queryRef.on("value", function(querySnapshot) {
      if (querySnapshot.numChildren() == 2) {
        // Data is ordered by increasing height, so we want the first entry
        querySnapshot.forEach(function(dinoSnapshot) {
          console.log("The dinosaur just shorter than the stegasaurus is " + dinoSnapshot.key());

          // Returning true means that we will only loop through the forEach() one time
          return true;
        });
      } else {
        console.log("The stegosaurus is the shortest dino");
      }
  });
});

How Data is Ordered

This section explains how your data is ordered when using each of the three ordering functions.

orderByChild

When using orderByChild(), data that contains the specified child key will be ordered as follows:

  1. Children with a null value for the specified child key come first.
  2. Children with a value of false for the specified child key come next. If multiple children have a value of false, they are sorted lexicographically by key.
  3. Children with a value of true for the specified child key come next. If multiple children have a value of true, they are sorted lexicographically by key.
  4. Children with a numeric value come next, sorted in ascending order. If multiple children have the same numerical value for the specified child node, they are sorted by key.
  5. Strings come after numbers, and are sorted lexicographically in ascending order. If multiple children have the same value for the specified child node, they are ordered lexicographically by key.
  6. Objects come last, and sorted lexicographically by key name in ascending order.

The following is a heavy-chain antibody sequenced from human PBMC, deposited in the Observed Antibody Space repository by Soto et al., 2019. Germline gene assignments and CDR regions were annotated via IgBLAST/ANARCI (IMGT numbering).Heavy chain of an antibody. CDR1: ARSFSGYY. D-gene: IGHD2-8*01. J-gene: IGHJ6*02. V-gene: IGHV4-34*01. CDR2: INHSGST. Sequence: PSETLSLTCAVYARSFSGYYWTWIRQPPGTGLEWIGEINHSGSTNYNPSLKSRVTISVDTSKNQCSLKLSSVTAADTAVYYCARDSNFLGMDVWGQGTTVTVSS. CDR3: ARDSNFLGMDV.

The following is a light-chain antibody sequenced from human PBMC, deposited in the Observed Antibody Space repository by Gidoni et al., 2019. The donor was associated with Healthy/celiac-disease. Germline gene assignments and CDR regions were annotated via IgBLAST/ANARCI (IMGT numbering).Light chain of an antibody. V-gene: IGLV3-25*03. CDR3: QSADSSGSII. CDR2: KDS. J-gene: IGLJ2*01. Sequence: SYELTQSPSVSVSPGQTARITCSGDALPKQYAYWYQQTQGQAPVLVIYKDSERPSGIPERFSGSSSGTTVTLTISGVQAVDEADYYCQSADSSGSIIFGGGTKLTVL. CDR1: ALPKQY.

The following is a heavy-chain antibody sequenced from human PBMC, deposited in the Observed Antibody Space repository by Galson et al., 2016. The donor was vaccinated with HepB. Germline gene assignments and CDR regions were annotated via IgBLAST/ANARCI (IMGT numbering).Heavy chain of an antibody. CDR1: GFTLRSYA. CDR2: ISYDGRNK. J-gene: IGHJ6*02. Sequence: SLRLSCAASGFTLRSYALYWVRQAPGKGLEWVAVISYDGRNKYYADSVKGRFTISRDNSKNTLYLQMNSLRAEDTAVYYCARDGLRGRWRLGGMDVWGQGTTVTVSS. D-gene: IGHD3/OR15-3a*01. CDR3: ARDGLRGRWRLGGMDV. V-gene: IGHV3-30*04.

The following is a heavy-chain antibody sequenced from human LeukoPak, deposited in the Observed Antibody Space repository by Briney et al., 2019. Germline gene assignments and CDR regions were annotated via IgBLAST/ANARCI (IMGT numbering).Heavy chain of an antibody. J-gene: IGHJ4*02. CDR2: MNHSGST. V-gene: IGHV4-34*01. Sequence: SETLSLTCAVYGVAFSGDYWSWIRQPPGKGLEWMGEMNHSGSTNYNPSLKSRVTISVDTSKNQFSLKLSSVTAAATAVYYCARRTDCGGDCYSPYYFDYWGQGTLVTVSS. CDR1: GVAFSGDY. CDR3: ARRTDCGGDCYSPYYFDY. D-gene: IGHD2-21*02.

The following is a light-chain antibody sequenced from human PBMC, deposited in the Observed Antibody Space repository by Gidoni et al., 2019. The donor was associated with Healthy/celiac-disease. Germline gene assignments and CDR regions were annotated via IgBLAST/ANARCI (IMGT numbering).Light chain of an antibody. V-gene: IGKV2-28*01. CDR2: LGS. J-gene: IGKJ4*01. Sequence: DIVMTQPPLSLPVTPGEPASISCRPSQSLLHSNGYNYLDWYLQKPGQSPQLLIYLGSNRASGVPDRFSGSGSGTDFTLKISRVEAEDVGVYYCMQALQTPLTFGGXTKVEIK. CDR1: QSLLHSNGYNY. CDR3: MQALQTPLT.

orderByKey

When using orderByKey() to sort your data, data will be returned in ascending order by key name as follows. Keep in mind that keys can only be strings.

  1. Children with a key that can be parsed as a 32-bit integer come first, sorted in ascending order.
  2. Children with a string value as their key come next, sorted lexicographically in ascending order.

orderByValue

When using orderByValue(), children will be ordered by their value. The ordering criteria is the same as in orderByChild(), except the value of the node is used instead of the value of a specified child key.

orderByPriority

When using orderByPriority() to sort your data, the ordering of children is determined by their priortiy and key as follows. Keep in mind that priority values can only be numbers or strings.

  1. Children with no priority (the default) come first.
  2. Children with a number as their priority come next. They are sorted numerically by priority, small to large.
  3. Children with a string as their priority come last. They are sorted lexicographically by priority.
  4. Whenever two children have the same priority (including no priority), they are sorted by key. Numeric keys come first (sorted numerically), followed by the remaining keys (sorted lexicographically).

For more information on priorities, see the API reference.

Now that we've covered retrieving data from a database, we're ready for the next article on Structuring Data.

  1. 1

    Next

    Installation & Setup

  2. 2

    Next

    Understanding Data

  3. 3

    Next

    Saving Data

  4. 4

    Next

    Retrieving Data

  5. 5

    Next

    Structuring Data

  6. 6

    Next

    Understanding Security

  7. 7

    Next

    User Authentication

  8. 8

    Next

    Offline Capabilities

  9. 9

    Next

    Deploying Your App